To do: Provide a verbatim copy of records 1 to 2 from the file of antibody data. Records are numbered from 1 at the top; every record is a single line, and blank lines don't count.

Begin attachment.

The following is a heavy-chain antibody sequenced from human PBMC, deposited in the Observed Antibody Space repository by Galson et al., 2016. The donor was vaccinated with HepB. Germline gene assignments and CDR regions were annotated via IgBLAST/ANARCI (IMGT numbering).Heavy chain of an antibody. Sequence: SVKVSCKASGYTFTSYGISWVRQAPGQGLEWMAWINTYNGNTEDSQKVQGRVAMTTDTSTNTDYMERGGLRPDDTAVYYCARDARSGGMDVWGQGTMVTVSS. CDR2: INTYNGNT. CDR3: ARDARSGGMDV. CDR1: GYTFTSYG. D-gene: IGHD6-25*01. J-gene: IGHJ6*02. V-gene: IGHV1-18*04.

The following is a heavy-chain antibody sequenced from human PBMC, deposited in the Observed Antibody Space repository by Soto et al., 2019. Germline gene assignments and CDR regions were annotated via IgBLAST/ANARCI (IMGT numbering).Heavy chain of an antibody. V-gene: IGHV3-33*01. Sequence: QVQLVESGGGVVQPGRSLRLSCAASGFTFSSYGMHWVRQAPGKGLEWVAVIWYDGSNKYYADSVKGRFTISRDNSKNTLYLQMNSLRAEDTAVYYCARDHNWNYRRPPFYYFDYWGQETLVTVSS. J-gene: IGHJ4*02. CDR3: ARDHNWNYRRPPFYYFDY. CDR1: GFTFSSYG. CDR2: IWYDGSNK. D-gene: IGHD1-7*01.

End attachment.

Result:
The following is a heavy-chain antibody sequenced from human PBMC, deposited in the Observed Antibody Space repository by Galson et al., 2016. The donor was vaccinated with HepB. Germline gene assignments and CDR regions were annotated via IgBLAST/ANARCI (IMGT numbering).Heavy chain of an antibody. Sequence: SVKVSCKASGYTFTSYGISWVRQAPGQGLEWMAWINTYNGNTEDSQKVQGRVAMTTDTSTNTDYMERGGLRPDDTAVYYCARDARSGGMDVWGQGTMVTVSS. CDR2: INTYNGNT. CDR3: ARDARSGGMDV. CDR1: GYTFTSYG. D-gene: IGHD6-25*01. J-gene: IGHJ6*02. V-gene: IGHV1-18*04.

The following is a heavy-chain antibody sequenced from human PBMC, deposited in the Observed Antibody Space repository by Soto et al., 2019. Germline gene assignments and CDR regions were annotated via IgBLAST/ANARCI (IMGT numbering).Heavy chain of an antibody. V-gene: IGHV3-33*01. Sequence: QVQLVESGGGVVQPGRSLRLSCAASGFTFSSYGMHWVRQAPGKGLEWVAVIWYDGSNKYYADSVKGRFTISRDNSKNTLYLQMNSLRAEDTAVYYCARDHNWNYRRPPFYYFDYWGQETLVTVSS. J-gene: IGHJ4*02. CDR3: ARDHNWNYRRPPFYYFDY. CDR1: GFTFSSYG. CDR2: IWYDGSNK. D-gene: IGHD1-7*01.